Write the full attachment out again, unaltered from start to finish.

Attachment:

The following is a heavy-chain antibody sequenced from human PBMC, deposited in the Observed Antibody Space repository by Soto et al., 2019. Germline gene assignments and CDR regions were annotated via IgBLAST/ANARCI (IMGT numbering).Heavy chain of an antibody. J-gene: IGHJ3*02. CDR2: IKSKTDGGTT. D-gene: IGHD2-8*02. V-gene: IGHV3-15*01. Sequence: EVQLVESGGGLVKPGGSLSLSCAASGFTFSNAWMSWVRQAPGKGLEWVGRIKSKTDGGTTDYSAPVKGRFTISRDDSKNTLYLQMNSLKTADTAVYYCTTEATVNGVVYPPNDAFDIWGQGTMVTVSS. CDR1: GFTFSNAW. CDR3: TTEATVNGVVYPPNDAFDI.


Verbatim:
The following is a heavy-chain antibody sequenced from human PBMC, deposited in the Observed Antibody Space repository by Soto et al., 2019. Germline gene assignments and CDR regions were annotated via IgBLAST/ANARCI (IMGT numbering).Heavy chain of an antibody. J-gene: IGHJ3*02. CDR2: IKSKTDGGTT. D-gene: IGHD2-8*02. V-gene: IGHV3-15*01. Sequence: EVQLVESGGGLVKPGGSLSLSCAASGFTFSNAWMSWVRQAPGKGLEWVGRIKSKTDGGTTDYSAPVKGRFTISRDDSKNTLYLQMNSLKTADTAVYYCTTEATVNGVVYPPNDAFDIWGQGTMVTVSS. CDR1: GFTFSNAW. CDR3: TTEATVNGVVYPPNDAFDI.